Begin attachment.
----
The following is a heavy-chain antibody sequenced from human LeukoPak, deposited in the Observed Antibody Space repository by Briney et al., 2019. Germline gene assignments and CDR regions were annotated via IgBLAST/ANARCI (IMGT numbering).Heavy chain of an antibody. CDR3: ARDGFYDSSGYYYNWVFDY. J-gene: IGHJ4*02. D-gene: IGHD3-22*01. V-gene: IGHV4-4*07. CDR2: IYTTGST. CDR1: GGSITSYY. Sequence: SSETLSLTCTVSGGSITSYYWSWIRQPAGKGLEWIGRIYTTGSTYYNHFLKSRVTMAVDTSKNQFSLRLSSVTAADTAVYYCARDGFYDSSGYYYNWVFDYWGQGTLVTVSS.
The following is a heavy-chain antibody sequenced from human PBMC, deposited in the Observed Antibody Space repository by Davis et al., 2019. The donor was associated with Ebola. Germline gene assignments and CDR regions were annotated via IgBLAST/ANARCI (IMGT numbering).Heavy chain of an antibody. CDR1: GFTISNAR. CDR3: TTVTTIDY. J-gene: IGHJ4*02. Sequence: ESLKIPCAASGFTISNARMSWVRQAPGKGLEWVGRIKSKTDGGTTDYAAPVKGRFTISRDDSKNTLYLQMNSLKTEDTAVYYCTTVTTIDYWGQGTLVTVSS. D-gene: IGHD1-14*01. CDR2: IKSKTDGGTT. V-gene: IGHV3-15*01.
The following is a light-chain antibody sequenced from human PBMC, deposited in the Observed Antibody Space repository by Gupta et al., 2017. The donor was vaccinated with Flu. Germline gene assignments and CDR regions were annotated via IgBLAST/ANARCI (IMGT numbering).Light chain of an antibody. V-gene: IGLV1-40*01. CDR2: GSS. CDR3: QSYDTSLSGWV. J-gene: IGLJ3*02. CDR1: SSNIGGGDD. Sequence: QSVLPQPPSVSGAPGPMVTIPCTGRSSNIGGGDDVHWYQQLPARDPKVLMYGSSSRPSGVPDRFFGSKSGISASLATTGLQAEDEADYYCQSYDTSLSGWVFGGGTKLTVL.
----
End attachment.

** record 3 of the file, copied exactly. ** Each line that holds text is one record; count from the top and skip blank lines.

The following is a light-chain antibody sequenced from human PBMC, deposited in the Observed Antibody Space repository by Gupta et al., 2017. The donor was vaccinated with Flu. Germline gene assignments and CDR regions were annotated via IgBLAST/ANARCI (IMGT numbering).Light chain of an antibody. V-gene: IGLV1-40*01. CDR2: GSS. CDR3: QSYDTSLSGWV. J-gene: IGLJ3*02. CDR1: SSNIGGGDD. Sequence: QSVLPQPPSVSGAPGPMVTIPCTGRSSNIGGGDDVHWYQQLPARDPKVLMYGSSSRPSGVPDRFFGSKSGISASLATTGLQAEDEADYYCQSYDTSLSGWVFGGGTKLTVL.